Monday, October 19, 2015

Rewards: What is it That I Really Want?

Harvest Time in France, James T. Harwood

When I was doing my student teaching in a 7th grade classroom at a local junior high school, I decided that when I had my own classroom one day, one of the first things I wanted to do was write the word "earn" on the board and discuss what that word means.

When you look up the word these days through a simple google search, the first definition is "obtain money" either through labor or even as a prize or an event that requires no work.

That isn't the definition I want to talk about. The definition I am interested in is the one that is tied to the Old English word esne, which means "laborer." Connected to that root word is this definition for earn: gain or incur deservedly for one's behavior or achievements.

I would change the word "achievements" to "work."

In a classroom setting, I believe this concept is important because I think grades should be earned. Not necessarily by how many answers you get right on a piece of paper--but by the work and time you are willing to give to understanding something or someone, by participating in class and discussions, and by steady improvement throughout the year. Basically, to earn in the classroom and in life is to sincerely try. That's what I think, anyway. Hard to measure on paper? Yes.

I like this illustration from the life of Neal A. Maxwell:

"Elder Neal A. Maxwell received a very low grade on a high school English essay he wrote. He went to Miss Mason and said, “This is not fair. This is good work. I deserve a higher grade.”
She said, “Sorry, but I grade students by potential. You are capable of much better work.”
Elder Maxwell has often stated, “She made the difference in my life.” Why? Because he wanted to meet her expectations. He wanted to be the best he could, and because of that he has continued to be one of the most verbal and clear-thinking people in the Church." Hugh Pinnock
So in life, what is it we are trying to earn? What are the rewards? Prestige? Money? Friends? Praise? Power?

Those always sound good.

That's why it is so hard to train myself to remember the things that I really should be trying to earn and which should be taking the most of my time and effort: Family. Trust. The Spirit of God . Peace of mind and conscience. [I hesitate to put love and forgiveness on this list--because I feel like those are gifts...not something we necessarily we "earn."]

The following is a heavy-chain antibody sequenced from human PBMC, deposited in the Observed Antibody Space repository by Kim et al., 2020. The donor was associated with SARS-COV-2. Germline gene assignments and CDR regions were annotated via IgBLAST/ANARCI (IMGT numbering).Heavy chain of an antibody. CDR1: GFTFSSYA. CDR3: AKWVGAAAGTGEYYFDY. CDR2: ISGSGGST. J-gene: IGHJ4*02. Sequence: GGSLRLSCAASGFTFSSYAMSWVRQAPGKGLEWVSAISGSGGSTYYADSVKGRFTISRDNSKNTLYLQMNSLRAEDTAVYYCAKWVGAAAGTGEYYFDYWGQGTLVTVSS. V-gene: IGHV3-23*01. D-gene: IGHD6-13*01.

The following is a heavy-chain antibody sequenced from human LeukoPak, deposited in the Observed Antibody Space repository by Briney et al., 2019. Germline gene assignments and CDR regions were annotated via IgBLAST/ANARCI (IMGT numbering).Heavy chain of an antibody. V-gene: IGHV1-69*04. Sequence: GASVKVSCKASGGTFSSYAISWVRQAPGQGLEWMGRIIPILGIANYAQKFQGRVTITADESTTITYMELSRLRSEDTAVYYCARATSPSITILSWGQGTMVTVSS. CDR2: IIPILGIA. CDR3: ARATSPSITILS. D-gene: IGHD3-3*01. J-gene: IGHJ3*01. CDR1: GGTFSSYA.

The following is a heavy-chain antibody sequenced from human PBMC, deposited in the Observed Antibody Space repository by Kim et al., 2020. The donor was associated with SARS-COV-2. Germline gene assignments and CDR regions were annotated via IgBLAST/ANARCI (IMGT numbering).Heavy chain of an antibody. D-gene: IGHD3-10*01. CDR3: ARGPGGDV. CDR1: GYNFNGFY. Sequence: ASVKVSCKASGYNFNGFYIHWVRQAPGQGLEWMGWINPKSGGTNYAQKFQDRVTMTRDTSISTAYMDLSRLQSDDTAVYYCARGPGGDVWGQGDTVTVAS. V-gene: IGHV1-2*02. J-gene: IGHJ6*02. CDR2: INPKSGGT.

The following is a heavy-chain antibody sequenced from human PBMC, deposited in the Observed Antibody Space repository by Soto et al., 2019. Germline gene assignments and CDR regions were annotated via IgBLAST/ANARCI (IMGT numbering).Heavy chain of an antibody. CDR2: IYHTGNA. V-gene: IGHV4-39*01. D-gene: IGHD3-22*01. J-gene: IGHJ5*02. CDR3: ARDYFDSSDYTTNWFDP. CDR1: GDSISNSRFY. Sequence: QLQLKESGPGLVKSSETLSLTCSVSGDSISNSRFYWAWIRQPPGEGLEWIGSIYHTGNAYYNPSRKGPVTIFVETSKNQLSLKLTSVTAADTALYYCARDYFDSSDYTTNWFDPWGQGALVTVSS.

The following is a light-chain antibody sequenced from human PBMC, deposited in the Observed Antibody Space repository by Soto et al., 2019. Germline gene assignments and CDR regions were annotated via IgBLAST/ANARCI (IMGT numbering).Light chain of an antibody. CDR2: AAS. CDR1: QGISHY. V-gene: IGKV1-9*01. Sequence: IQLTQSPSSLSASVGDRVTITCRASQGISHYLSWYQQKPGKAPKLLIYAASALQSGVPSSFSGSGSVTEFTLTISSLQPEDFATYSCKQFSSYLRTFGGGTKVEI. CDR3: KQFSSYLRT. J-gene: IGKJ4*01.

I believe that these things are earned by following the pattern that God set through prophets of old (as recorded in the Old Testament and Book of Mormon), that Jesus Christ said and set during his life on earth (as recorded in the New Testament). And that He continues to teach us the same principles through His prophets and through the Spirit today. Just like earning prestige and money and friends and praise requires work and effort, these things require energy and purposeful planning and striving. And the benefits of family, trust, the Spirit, and peace of mind are far more lasting and permanent and joy-giving than the benefits of any of those other things.

"The battle between good and evil is not new. But today a much higher percentage of people mistakenly concludes that there is not a moral, righteous standard to which all people should adhere."

"Lucifer has created a counterfeit or illusion of happiness that is inconsistent with righteousness and will mislead us if we are not vigilant. Many of our problems today occur because the secular world has been pursuing an incorrect definition of happiness."

"The Lord God is indeed a sun and shield and will give grace and glory. No good thing will be withheld from them that walk uprightly (see Psalm 84:11). My prayer is that you may reap the rewards of righteousness as you faithfully follow our Lord and Savior Jesus Christ."

Quentin L. Cook, Reaping the Rewards of Righteousness


Who gets tired of trying/working at least 10 times a day....maybe more. baby steps.

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